word meaning 'sexual intoxication') to seek the company of others; the males act as satellites to the female herds. They, too, keep in touch, by sound and smell. A solitary elephant is not an elephant at all.

Dying faster than they can reproduce

Elephants are surprisingly difficult to count. Despite their size, they have an uncanny ability to dissolve into shadows, disappearing in
plain sight and reappearing where you least expect them. Even from the air, it is hard to untangle a herd, and turn a tide of great grey backs into numbers. And whenever you can, the arithmetic is dismal.

At the turn of the 19th century, there were perhaps 200,000 elephants in the wild in Asia. Today there are fewer than 50,000. Ten million African elephants roamed the savannas of Africa in Hemingway's day;
now there may be no more than half a million. Elephants everywhere are dying faster than they can reproduce.

On average, elephants can expect to live for roughly 65 years, at which age they run out of teeth and starve. Females reach puberty, just as we do, at about 12 years old and remain fertile until they are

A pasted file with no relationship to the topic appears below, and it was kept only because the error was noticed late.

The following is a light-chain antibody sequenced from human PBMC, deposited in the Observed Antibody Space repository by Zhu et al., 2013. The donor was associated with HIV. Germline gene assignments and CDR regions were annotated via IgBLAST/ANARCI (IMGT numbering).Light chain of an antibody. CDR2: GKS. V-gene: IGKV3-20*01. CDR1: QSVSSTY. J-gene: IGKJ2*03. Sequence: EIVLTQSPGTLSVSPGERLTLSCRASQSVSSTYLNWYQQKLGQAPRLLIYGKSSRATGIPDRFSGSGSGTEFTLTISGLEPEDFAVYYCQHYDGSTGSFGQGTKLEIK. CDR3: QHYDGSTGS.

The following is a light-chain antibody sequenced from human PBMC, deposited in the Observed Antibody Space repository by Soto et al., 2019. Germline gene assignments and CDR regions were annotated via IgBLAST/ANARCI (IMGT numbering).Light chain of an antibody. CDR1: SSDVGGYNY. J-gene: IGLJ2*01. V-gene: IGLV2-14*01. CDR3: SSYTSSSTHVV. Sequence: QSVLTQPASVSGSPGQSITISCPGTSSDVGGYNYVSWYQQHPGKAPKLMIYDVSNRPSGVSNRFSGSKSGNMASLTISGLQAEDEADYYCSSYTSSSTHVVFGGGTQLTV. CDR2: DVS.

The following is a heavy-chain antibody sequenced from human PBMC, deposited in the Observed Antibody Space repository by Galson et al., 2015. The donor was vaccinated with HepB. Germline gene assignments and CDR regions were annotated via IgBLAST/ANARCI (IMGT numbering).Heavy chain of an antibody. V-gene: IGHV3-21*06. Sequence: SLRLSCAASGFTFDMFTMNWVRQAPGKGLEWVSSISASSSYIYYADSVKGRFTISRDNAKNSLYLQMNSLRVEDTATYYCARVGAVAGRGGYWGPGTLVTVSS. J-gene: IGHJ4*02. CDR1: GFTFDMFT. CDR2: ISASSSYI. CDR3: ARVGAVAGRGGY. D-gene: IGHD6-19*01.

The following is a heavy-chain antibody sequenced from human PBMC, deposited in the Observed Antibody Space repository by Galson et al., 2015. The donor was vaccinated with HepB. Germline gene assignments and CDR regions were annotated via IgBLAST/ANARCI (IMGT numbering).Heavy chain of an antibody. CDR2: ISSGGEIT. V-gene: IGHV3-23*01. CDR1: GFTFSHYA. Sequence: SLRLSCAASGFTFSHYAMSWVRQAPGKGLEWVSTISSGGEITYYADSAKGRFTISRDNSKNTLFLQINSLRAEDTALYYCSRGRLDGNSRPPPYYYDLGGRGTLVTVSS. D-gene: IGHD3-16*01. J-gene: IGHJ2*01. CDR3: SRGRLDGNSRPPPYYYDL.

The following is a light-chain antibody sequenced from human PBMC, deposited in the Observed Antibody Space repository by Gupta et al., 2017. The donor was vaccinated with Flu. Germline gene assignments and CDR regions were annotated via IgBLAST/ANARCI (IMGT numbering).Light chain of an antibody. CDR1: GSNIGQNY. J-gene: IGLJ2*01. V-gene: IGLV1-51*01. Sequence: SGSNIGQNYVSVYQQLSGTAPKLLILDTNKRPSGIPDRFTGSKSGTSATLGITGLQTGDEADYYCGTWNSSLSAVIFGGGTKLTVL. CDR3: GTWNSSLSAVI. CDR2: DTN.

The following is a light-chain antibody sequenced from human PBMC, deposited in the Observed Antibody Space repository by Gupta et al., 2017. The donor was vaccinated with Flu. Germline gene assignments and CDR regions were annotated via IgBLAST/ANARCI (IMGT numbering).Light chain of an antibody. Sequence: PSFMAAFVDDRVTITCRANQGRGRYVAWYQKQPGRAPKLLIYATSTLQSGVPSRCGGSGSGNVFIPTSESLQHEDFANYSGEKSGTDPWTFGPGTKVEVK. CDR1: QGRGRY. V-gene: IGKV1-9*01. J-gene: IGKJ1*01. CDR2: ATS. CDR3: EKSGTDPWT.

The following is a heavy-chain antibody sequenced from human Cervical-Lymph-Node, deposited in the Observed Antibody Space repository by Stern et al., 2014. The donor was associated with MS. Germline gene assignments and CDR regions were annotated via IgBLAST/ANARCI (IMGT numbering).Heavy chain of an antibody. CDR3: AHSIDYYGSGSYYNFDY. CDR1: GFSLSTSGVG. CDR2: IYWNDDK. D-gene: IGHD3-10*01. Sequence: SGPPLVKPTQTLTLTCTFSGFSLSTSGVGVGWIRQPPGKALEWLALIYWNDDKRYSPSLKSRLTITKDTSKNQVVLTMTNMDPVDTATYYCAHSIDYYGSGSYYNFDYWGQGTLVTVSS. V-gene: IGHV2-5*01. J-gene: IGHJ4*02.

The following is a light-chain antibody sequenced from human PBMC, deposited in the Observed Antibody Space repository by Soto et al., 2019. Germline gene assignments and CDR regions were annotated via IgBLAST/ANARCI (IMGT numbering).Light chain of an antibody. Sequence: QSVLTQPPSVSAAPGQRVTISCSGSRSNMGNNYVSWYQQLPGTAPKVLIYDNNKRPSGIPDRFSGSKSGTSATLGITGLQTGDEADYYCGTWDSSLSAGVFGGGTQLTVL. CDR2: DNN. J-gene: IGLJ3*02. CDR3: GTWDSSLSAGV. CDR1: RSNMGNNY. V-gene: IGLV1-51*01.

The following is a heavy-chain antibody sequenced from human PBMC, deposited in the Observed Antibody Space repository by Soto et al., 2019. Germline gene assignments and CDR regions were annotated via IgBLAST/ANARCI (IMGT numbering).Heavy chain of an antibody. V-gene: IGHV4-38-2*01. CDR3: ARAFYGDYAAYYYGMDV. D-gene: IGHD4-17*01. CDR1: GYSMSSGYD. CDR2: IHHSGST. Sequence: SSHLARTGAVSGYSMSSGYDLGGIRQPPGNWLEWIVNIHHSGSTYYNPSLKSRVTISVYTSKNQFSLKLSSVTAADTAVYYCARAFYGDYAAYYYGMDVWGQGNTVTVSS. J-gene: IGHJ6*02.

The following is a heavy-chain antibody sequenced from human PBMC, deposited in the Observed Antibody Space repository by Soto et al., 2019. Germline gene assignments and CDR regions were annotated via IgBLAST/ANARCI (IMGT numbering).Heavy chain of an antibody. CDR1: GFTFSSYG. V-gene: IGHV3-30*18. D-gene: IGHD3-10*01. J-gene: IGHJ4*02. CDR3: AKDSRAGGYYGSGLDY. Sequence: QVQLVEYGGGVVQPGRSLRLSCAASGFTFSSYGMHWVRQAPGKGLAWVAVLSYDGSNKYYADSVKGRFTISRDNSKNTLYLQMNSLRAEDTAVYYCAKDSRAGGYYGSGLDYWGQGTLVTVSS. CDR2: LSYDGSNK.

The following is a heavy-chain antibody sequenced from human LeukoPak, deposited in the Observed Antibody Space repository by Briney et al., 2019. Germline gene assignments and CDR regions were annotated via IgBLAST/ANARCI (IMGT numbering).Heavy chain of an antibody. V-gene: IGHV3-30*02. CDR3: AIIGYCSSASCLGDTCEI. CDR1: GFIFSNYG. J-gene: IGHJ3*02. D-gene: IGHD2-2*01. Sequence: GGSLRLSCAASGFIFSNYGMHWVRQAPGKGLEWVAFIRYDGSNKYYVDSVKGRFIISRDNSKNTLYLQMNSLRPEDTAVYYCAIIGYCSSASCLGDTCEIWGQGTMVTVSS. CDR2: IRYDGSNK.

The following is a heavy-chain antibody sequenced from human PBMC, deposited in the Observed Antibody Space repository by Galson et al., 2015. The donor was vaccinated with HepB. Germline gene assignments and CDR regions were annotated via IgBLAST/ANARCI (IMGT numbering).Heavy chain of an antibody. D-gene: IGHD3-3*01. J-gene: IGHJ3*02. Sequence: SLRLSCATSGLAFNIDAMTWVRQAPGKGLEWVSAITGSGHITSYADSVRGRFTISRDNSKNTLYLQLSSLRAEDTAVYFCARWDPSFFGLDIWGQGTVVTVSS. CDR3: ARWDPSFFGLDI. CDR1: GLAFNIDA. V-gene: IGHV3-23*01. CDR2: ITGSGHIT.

50. Every gestation occupies almost two years, but the calving interval in most of Africa is nearer five years, which means that the annual
population growth rate, even under ideal conditions, is seldom more than 4 per cent.

Elephants are the slowest breeders in the animal kingdom, but left to their own devices they are theoretically capable of turning one breeding pair into 15 million questing trunks in just 500 years. However, elephant numbers in Africa have been controlled historically by climatic
factors such as periodic droughts. An even more important influence during the last century has been direct competition between elephants and humans for the same resources.

Lyall Watson is a naturalist and author of over twenty books. This article is extracted from Elephantoms, published by WW Norton.

This article first appeared in the Ecologist November 2004